Tuesday, March 03, 2015

Learning to Fly

We're in Santa Barbara to take paragliding lessons. One of my co-workers, in response to our climbing adventures requested that we please keep our feet on flat ground. But what would be the fun in that!

Quite a few years ago we had done tandem hang gliding flights in La Jolla, California and really loved it. More recently we went tandem paragliding in Darjeeling, India. Again, we loved it.

Note: Hang gliding is where the glider has a rigid frame and the pilot hangs in a horizontal position. A paraglider is more like a long wing-like parachute where the pilot is in a sitting position. When you fly tandem your harness is connected to an experienced pilot and they do all the flying. With a good pilot takeoff and landing are surprisingly easy and it's an awesome experience - definitely recommended.

Then when we were scuba diving in Raja Ampat we ran into an older retired couple from Switzerland who had learnt to paraglide in the last few years. That got us thinking that maybe we should give it a try. After all, we really needed (sarcasm) another hobby/sport that wasn't really suited to Saskatchewan, and that required a bunch of fancy gear :-)

So when we started planning the current road trip we thought we'd try to fit in some flying lessons. Originally we planned to go to the south-east for a change and found a paragliding school in Oklahoma. But when we contacted them they said the weather wasn't good for flying this time of the year. (We appreciated their honesty!) As it turns out, the east would not have been a good choice with all the crazy weather this year. It's been bad enough out west (e.g. snow in Vegas) We were told California was our best bet and when we saw several schools in Santa Barbara we decided that would be a good choice since we'd stopped there before and liked it.

When I was a teenager my father tried to talk me into taking flying lessons with him. Of course, as a teenager the last thing you want to do is hang out with your father so I said no thanks. Now, of course, I think I must have been crazy to pass up something like that. My father (like many young men of his generation) wanted to be a fighter pilot in World War 2. He was sent to Canada (from Britain) to flying school. He didn't get selected as a pilot and ended up as a navigator on Lancaster bombers. It was probably a more suitable choice for a geek (he was a research scientist). No GPS in those days so navigating involved taking star shots with a sextant and lots of hand calculating (not even any electronic calculators!)

I think he would have approved of me finally learning to fly. (Although as a father he wouldn't have been impressed with yet another dangerous sport!)

Our first day of flying lessons was cut short by a thunderstorm, something that almost never happens here (two years since the last one). So we didn't get much beyond learning to put on the harness and to get the paraglider off the ground - flying it from the ground a bit like a giant kite (called "kiting") Even that little bit was pretty cool. If the wind gusted or you adjusted the controls wrong you could easily get lifted off the ground (with the instructor there to pull you back down).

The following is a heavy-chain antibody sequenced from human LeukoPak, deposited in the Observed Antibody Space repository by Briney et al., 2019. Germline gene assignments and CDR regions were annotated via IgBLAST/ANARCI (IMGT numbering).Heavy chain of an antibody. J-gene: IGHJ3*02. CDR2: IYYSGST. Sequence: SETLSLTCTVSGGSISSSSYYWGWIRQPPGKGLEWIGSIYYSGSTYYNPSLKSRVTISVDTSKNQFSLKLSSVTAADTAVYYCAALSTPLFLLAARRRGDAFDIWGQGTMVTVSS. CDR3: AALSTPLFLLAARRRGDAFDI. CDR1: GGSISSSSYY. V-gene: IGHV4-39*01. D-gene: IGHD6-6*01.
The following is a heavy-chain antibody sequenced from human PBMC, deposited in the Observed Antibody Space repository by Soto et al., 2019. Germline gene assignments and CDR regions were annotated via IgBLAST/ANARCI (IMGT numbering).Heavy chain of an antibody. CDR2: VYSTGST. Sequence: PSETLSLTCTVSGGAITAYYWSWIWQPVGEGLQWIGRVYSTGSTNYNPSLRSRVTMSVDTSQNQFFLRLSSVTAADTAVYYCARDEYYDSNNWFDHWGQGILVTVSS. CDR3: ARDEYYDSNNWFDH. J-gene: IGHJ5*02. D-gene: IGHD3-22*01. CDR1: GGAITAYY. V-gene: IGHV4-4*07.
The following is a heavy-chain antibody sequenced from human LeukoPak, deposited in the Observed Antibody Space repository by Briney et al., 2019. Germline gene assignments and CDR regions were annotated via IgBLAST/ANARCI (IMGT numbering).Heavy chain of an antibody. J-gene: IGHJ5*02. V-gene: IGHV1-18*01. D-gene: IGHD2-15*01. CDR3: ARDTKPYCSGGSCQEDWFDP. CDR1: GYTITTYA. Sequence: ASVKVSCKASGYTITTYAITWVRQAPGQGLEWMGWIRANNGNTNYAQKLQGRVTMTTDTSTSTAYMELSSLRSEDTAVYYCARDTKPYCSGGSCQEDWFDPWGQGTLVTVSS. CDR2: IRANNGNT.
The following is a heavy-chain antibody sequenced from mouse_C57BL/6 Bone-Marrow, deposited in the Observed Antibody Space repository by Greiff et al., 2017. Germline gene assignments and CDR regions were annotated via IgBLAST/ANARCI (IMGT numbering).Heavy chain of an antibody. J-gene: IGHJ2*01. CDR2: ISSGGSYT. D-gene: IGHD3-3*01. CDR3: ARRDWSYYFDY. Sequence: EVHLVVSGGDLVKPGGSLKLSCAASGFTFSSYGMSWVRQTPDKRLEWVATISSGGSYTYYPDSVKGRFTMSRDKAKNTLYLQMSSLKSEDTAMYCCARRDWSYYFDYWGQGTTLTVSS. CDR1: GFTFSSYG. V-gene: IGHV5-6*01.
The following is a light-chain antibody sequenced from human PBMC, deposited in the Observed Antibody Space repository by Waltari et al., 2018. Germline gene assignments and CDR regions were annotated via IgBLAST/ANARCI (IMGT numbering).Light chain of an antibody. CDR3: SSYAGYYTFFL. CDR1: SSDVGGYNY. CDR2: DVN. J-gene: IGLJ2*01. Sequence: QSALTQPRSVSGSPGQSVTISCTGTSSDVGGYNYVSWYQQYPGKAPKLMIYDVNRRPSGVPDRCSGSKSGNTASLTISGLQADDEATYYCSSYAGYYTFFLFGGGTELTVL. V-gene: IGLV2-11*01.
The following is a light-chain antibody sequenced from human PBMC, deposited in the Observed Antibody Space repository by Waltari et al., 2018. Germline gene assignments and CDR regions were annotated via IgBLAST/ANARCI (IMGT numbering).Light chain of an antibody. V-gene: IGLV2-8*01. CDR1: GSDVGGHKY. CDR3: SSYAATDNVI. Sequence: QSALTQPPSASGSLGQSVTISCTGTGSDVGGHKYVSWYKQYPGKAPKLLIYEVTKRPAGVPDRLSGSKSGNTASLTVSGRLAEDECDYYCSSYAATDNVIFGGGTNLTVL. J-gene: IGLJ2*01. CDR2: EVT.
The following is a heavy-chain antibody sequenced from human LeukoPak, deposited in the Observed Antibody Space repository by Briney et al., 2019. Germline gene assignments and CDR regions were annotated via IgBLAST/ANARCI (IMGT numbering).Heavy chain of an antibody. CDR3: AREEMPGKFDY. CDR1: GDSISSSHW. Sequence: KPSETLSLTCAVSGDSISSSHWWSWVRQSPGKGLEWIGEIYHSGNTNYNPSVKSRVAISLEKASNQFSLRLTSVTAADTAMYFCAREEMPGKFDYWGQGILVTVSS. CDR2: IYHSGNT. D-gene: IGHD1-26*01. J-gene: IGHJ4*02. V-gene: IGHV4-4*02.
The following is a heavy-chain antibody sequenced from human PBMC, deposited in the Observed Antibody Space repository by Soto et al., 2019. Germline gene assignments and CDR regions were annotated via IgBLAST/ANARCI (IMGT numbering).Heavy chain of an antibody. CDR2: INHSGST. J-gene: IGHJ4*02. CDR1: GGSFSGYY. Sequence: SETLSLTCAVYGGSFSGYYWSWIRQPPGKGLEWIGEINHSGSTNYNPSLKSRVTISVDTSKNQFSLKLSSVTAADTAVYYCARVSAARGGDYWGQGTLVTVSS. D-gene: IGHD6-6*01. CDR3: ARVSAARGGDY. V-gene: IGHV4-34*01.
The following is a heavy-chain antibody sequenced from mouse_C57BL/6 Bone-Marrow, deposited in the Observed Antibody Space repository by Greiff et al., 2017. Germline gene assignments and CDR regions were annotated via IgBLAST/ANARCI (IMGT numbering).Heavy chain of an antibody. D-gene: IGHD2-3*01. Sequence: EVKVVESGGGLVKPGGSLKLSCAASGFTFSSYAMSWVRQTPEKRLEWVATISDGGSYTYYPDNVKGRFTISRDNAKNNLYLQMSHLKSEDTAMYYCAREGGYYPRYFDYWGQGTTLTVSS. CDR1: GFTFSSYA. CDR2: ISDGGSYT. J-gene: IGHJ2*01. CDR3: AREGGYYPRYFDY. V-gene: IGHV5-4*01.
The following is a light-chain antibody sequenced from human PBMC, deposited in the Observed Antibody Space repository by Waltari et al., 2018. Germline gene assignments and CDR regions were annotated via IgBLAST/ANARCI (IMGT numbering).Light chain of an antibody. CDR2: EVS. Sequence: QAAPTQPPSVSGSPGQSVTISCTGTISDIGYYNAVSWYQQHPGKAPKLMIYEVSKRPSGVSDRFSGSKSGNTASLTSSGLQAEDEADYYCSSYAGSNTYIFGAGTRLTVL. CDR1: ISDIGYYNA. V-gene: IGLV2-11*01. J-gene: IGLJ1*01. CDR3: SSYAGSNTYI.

Today the weather was perfect and we had a long and, by the end, tiring day. After a little bit more kiting at the top we moved to halfway down the hill and did our first short straight flights. Then we moved back up to the top of the hill and did flights all the way down, including a few turns. After a too brief lunch break we were back at it, practicing kiting in a reverse position. This was probably the trickiest technique so far. It’s easy to get the canopy up, but it is also frustratingly easy to drop it in a mess on the ground. (Or get lifted off your feet, as I did several times.)

Thankfully we finished the reverse kiting practice for the day and ended with a few more flights from the top of the hill. Unfortunately, the wind had almost died, which meant more running to take off and trickier landings. I managed to crash in the bushes on one takeoff and Shelley wiped out on landing, but other than that it went pretty smoothly. Flying, at least the simple stuff we're doing is the easy part. As with many things, the parts you think will be hard (like getting the glider off the ground) turn out to be easy, and other things turn out to be trickier than you'd think.

In case you're thinking we're too old for this kind of nonsense, one of the other people taking lessons with us is a guy in his eighties (don't tell Shelley's dad!)

Here's a sequence of photos showing a typical flight from the top of the hill:

Shelley paragliding
getting ready

Shelley paragliding
getting the canopy in the air

Shelley paragliding
canopy up, time to run

Shelley paragliding
the fun part!

Shelley paragliding
coming in to land

Shelley paragliding

It was a long day and we were pretty tired by the end of it. Despite a few minor struggles, it was fantastic and we had a lot of fun. A big thanks to Chris Grantham at Fly Above All (and Bill Heaner who was helping instruct).

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